Rice is starting to get downfield just in time to possibly save Kansas City in the playoffs. He set a career high in Week 17 against Cincinnati with a 7.6-yard average depth per reception and backed it up with a 6.9-yard average in the Chiefs’ 26-7 rout of the Dolphins in the wild-card round.

Rice caught three passes against the Dolphins on passes thrown farther than 10 yards past the line of scrimmage. He made only nine such catches during the regular season.

The chart below splits Rice’s game-by-game receiving yardage into before and after the catch.

Rice’s 130 yards against the Dolphins were 3 more than the career high he set against Cincinnati in Week 17. The 130 figure included 55 air yards, up from his previous career high of 38.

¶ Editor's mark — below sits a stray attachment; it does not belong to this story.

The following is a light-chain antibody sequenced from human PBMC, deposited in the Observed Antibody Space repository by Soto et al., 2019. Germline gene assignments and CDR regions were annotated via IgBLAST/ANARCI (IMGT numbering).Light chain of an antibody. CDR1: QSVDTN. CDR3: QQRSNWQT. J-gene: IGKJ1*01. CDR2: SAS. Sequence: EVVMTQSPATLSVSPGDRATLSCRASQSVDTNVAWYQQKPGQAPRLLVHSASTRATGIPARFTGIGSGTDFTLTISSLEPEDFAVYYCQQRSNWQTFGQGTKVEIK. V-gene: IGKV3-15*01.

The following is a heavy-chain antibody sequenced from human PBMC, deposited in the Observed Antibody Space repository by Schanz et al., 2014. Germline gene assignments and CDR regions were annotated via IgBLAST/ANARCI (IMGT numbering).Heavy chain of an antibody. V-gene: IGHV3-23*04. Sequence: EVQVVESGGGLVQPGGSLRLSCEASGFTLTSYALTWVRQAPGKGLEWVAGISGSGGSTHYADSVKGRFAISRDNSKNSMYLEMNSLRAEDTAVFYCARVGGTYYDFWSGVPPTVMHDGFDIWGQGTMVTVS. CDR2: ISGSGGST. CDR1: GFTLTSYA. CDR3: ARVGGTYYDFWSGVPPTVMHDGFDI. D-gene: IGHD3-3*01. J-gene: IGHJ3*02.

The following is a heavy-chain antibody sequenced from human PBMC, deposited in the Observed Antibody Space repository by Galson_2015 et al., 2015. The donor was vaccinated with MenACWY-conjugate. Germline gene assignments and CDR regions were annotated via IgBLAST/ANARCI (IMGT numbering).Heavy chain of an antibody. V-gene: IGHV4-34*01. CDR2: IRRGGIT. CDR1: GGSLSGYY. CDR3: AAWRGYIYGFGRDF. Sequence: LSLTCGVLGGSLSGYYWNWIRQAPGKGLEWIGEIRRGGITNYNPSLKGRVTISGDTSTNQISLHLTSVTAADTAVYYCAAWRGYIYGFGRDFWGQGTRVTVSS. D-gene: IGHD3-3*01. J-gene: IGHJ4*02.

The timing could not be better for the Chiefs.

5. Bill Belichick and Pete Carroll separated from their teams for reasons that could apply to Mike Tomlin as well. These long-term relationships can be difficult to maintain. Is it business as usual in Pittsburgh?

In December, The Athletic’s Dianna Russini reported that the Steelers could be open to trading Tomlin. More recently, ESPN’s Adam Schefter and Fox’s Jay Glazer suggested Tomlin had job security but could consider taking a break from coaching, similar to Sean Payton.

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These are the sorts of reports that usually suggest currents are moving beneath the surface.